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Medellin Shopping Myth Unveiled: Pesos or Dollars?

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This has been a debate for a while in the expat community, and I wanted to know as well. So, what better way to find out than just to do it. I wanted to make sure I was buying the exact same thing and have a control for each one. So what I did was I used a local restaurant to purchase 6 of the same food items, so that the total would be the exact same each time. The price charged by the restaurant was the same every time, 38,900COP. However my charges varied wildly.

I used 3 different cards just to be sure that the I was seeing a wide variety of conversion rates. I used a Bank of America debit card, a Chase Credit Card, and a PayPal Debit card. All of the charges were done with a Redeban credit card processor and using Apple Pay on my phone. Here are the results.

Bank of America Debit

The first 2 transactions, we’re using my standard Bank of America debit card. When they ran the charge in Pesos, My B of A account was charged $10.82, which equates to an exchange rate of $1USD/3592COP. When they charged me in USD, the charge to my B of A account was $10.36, which equates to an exchange rate of $1USD/3760COP. 

PayPal Debit

The next 2 transactions, I used my PayPal debit card. When they ran the charge in Pesos, My PayPal account was charged $10.91, which equates to an exchange rate of $1USD/3563COP. Which if you are taking score at home, is 9 cents more, due to a fluctuation of what Redeban offered to me as a exchange rate. It was literally an hour apart, but the rate changed that much. When they charged me in USD, the charge to my PayPal account was $10.34, which equates to an exchange rate of $1USD/3755COP. Very similar to the rate that I got from my Bank of America debit card. You’ll also notice that the fluctuation that Redeban used did not affect this rate in the same way. Redeban’s exchange rate made the dollar weaker, but using the American bank to process the charge was slightly stronger at the same time.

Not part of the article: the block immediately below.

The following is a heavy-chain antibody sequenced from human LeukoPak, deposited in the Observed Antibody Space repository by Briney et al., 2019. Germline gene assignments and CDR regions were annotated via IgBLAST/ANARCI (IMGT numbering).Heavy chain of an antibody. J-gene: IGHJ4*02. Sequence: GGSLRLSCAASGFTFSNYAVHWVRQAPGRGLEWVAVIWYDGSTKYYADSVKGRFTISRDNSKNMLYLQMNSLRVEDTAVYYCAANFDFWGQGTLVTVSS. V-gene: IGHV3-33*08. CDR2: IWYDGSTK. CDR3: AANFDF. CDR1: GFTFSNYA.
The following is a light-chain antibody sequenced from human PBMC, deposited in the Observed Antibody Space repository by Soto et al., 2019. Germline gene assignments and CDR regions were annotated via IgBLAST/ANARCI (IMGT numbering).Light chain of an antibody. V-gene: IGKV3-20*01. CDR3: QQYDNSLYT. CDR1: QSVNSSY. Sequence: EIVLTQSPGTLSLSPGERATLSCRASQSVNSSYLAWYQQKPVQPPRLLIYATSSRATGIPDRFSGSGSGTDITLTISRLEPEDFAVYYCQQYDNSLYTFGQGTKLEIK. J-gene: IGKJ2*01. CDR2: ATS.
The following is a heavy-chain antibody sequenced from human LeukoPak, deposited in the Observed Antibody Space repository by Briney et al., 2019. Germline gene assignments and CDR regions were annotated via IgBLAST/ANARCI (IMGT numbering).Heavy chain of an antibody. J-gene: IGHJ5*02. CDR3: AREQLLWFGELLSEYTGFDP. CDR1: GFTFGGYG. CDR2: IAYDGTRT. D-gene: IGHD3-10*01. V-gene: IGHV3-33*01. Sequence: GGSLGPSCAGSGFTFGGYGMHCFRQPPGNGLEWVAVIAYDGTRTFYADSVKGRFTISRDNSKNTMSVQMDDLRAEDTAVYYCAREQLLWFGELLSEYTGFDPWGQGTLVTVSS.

Chase Freedom Credit Card

The last 2 transactions, I used my Chase Freedom credit card. Credit card companies, especially travel-centric cards, typically offer the closest to median exchange rates you will find, so I have the most hope for this one. The charge was made one hour from the PayPal charges, just to ensure consistency. When they ran the charge in Pesos, My Chase account was charged $10.97, which equates to an exchange rate of $1USD/3546COP. This means that every hour the dollar weakened against the Colombian Peso in the eyes of Redeban. When they charged me in USD, the charge to my Chase account was $9.86, which equates to an exchange rate of $1USD/3944COP. 

My conclusion is simple. If given the option, always let your financial institution do the exchange. Redeban appears to be changing the rate of exchange to favor them. Which is sketchy at best, but unethical at its core. Of course your best bet is to have a Colombian bank account with a little money in it so that you can spend on things like this and YOU choose the exchange rate. But knowing this isn’t an option for all is why I wanted to tackle this. I also know what I will be eating for the next 3-4 days as well. 

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